Salmonella Outbreak linked to Al Basha Restaurant.

    The 3 confirmed cases reported eating at the restaurant during the dates of September 15, 22, and 23 of 2019.

    Salmonella Outbreak linked to Al Basha Restaurant.

    The restaurant Al Basha located in 2302 1st Avenue in Seattle, WA, has been linked to 3 confirmed salmonella cases. The 3 confirmed cases reported eating at the restaurant on September 15, 22, and 23 of 2019. Of the 3 confirmed salmonella cases one has required hospitalization.

    Public Health Officials visited the restaurant on October 10, 2019. In their investigation, several potential health risks were discovered at the restaurant, some of which included inadequate hand-washing and poor food handling practices that could cause cross-contamination. The manager of the restaurant was contacted about the potential health risk and was required to do a thorough cleaning and disinfection of the restaurant. The Public Health investigators returned to the restaurant on October 11, 2019, and confirmed that all the necessary cleaning and sanitizing had been completed, but to be sure that the restaurant would uphold the proper food handling practices the investigators scheduled another inspection in the following weeks.

    The 3 confirmed salmonella cases tested positive for salmonella enteritis’s with the same genetic fingerprint, suggesting that they have a common source of infection. Public Health officials have not named a specific food or drink that may be the cause of the infections, nor opined as to how the bacteria was introduced into the restaurant. According to the investigation done by the public health officials, none of the employees of the restaurant have reported symptoms of salmonellosis.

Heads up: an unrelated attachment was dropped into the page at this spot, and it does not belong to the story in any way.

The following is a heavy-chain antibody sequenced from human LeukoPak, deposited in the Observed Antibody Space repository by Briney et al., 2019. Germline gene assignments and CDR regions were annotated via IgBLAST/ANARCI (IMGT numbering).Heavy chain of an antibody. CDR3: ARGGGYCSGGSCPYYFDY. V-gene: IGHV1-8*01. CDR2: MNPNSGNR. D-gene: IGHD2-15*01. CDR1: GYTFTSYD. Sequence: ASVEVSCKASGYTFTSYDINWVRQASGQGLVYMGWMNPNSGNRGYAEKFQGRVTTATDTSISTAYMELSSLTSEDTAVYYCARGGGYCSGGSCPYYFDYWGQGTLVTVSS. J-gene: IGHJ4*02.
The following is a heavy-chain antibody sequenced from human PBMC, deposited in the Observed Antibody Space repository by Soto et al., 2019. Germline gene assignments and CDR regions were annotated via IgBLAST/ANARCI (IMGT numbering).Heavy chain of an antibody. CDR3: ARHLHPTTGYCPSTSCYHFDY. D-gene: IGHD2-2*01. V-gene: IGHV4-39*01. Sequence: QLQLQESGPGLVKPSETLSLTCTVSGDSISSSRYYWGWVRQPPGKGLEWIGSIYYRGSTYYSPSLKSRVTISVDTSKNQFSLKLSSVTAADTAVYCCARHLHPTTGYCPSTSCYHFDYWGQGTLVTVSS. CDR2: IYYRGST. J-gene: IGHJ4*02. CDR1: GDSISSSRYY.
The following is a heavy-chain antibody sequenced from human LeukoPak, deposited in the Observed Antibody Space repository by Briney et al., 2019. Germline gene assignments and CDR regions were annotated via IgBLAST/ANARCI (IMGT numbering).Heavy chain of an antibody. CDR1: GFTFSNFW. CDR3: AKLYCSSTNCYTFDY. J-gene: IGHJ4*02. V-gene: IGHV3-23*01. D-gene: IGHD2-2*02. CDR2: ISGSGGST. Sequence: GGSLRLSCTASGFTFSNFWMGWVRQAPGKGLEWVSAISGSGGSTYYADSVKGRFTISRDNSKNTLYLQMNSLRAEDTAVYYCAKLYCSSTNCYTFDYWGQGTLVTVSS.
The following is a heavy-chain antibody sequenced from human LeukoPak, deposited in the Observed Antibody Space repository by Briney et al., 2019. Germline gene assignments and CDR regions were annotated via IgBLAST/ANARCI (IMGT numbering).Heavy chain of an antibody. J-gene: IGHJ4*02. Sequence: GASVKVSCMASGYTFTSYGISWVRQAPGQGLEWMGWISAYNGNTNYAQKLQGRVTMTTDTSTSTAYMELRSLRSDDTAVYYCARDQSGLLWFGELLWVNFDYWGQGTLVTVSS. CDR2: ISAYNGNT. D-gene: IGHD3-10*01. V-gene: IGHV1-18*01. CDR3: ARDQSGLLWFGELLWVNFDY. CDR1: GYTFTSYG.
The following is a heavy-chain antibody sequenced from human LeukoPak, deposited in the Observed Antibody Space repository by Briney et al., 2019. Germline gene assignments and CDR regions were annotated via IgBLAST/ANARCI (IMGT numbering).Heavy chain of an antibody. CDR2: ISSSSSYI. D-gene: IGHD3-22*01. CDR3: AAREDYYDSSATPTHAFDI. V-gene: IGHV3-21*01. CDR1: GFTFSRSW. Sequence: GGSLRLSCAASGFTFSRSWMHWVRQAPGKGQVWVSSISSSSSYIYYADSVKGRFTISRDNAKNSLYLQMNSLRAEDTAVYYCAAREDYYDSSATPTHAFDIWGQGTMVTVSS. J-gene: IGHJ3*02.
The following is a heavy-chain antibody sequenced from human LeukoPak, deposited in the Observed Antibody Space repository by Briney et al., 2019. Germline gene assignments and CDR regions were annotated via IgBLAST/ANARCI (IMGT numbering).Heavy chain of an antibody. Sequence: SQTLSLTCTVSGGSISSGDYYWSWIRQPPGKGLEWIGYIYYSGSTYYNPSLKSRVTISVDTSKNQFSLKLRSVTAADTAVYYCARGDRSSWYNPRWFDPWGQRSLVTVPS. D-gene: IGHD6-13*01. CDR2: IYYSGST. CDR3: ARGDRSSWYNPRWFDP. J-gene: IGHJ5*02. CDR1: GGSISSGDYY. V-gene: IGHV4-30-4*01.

Salmonella is a bacterium that can cause an illness known as salmonellosis, according to the Centers for Disease Control and Prevention (CDC) salmonella causes about 1.2 million illnesses, 23,000 hospitalizations, and 450 deaths in the United States every year. Symptoms of salmonella include nausea, vomiting, abdominal cramps, diarrhea, fever, and chills which normally begin 12 to 72 hours after infection. The infection usually lasts from 4 to 7 days and in most cases exists the system without any antibiotics but in some cases, the infection may spread from the intestines to the bloodstream, and then to other body sites. In such cases, salmonella may cause death if not treated with antibiotics.

    Ron Simon, a national Salmonella Lawyer who has represented thousands of victims of food poisoning, stated “Salmonella bacteria are usually transmitted to humans who unknowingly consume food contaminated with the feces.  In one study, almost half of the 500 outbreaks investigated over 10-year period were related to animals or animal products.”




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